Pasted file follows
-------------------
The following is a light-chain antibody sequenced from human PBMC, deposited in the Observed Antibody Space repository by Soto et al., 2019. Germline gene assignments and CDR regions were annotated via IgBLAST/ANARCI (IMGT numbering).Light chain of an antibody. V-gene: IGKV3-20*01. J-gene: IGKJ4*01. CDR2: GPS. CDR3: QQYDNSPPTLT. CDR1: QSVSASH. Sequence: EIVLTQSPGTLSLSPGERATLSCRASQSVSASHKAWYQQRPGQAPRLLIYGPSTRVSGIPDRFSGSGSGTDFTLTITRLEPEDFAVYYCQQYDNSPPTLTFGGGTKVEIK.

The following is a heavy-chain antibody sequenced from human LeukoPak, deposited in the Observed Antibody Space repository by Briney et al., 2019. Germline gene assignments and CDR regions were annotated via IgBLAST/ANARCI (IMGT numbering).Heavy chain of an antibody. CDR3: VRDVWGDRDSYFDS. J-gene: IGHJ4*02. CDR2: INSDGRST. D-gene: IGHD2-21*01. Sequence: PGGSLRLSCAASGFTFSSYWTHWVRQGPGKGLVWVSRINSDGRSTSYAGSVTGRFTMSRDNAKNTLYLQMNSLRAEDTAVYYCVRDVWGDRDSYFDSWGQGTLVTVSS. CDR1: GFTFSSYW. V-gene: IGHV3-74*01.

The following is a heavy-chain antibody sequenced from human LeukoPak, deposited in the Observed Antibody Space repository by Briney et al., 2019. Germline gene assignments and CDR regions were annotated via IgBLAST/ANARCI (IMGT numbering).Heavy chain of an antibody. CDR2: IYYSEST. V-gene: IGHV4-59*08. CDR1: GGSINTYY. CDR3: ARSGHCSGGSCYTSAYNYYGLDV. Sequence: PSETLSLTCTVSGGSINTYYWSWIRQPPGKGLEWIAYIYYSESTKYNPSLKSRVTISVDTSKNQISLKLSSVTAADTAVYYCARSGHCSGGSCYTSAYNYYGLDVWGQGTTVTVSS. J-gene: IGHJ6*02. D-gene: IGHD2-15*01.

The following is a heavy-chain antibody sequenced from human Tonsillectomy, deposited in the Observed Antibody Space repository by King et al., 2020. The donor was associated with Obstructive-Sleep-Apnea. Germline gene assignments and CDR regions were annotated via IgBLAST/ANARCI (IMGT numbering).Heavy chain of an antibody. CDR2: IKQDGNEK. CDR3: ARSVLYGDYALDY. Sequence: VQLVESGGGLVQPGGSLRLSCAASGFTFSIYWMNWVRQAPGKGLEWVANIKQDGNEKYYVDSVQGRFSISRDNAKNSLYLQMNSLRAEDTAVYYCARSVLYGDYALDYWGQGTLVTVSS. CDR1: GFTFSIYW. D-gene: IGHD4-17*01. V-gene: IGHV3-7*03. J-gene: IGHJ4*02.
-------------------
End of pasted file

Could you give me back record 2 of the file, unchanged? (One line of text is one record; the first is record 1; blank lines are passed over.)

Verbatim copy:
The following is a heavy-chain antibody sequenced from human LeukoPak, deposited in the Observed Antibody Space repository by Briney et al., 2019. Germline gene assignments and CDR regions were annotated via IgBLAST/ANARCI (IMGT numbering).Heavy chain of an antibody. CDR3: VRDVWGDRDSYFDS. J-gene: IGHJ4*02. CDR2: INSDGRST. D-gene: IGHD2-21*01. Sequence: PGGSLRLSCAASGFTFSSYWTHWVRQGPGKGLVWVSRINSDGRSTSYAGSVTGRFTMSRDNAKNTLYLQMNSLRAEDTAVYYCVRDVWGDRDSYFDSWGQGTLVTVSS. CDR1: GFTFSSYW. V-gene: IGHV3-74*01.